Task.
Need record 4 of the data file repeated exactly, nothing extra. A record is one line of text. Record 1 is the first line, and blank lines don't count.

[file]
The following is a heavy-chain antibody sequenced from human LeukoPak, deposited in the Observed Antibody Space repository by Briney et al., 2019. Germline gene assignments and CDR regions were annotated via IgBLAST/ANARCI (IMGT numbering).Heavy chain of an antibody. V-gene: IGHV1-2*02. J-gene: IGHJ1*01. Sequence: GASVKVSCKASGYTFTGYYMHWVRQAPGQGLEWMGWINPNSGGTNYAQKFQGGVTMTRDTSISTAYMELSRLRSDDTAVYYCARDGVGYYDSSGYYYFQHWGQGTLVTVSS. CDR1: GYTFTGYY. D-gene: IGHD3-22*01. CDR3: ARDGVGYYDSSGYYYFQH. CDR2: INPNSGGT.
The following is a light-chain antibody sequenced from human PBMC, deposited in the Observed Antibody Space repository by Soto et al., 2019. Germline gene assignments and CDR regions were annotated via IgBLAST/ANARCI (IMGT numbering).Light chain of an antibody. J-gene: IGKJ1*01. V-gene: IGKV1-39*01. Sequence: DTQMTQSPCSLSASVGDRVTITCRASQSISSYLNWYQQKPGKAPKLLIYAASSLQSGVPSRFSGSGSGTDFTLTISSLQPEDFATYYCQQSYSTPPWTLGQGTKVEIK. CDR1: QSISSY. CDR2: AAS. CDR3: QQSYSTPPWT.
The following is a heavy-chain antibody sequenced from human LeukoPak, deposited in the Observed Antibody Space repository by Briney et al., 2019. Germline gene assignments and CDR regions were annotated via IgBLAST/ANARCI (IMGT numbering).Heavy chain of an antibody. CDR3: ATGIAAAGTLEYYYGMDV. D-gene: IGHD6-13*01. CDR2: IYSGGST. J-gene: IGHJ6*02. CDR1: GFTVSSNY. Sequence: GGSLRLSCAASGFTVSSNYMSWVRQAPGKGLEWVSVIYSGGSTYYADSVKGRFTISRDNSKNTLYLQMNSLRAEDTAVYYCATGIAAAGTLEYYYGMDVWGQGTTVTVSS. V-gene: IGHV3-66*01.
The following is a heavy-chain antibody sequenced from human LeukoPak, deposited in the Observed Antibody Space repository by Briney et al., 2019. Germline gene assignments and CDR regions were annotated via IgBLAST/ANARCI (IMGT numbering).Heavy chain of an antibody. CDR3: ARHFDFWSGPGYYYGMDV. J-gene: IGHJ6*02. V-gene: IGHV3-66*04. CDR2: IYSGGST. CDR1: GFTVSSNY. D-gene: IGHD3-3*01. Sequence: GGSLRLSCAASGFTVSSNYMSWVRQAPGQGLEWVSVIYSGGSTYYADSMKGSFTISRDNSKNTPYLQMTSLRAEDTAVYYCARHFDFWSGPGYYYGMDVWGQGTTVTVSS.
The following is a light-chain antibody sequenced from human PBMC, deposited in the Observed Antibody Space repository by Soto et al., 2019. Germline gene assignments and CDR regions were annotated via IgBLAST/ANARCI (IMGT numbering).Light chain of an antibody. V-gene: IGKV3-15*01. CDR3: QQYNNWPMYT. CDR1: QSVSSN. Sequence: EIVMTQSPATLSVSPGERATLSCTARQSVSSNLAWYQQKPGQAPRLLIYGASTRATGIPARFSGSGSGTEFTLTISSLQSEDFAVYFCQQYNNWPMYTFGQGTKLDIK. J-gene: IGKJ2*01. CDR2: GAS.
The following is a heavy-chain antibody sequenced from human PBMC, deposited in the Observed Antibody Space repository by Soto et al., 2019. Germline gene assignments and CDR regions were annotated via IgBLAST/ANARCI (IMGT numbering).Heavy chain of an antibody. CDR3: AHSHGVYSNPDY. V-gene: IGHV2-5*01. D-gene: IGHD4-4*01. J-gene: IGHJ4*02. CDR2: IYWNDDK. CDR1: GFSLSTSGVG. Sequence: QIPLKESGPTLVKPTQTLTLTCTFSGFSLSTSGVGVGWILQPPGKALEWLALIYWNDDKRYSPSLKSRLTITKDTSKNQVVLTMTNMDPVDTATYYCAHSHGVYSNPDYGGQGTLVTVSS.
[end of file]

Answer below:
The following is a heavy-chain antibody sequenced from human LeukoPak, deposited in the Observed Antibody Space repository by Briney et al., 2019. Germline gene assignments and CDR regions were annotated via IgBLAST/ANARCI (IMGT numbering).Heavy chain of an antibody. CDR3: ARHFDFWSGPGYYYGMDV. J-gene: IGHJ6*02. V-gene: IGHV3-66*04. CDR2: IYSGGST. CDR1: GFTVSSNY. D-gene: IGHD3-3*01. Sequence: GGSLRLSCAASGFTVSSNYMSWVRQAPGQGLEWVSVIYSGGSTYYADSMKGSFTISRDNSKNTPYLQMTSLRAEDTAVYYCARHFDFWSGPGYYYGMDVWGQGTTVTVSS.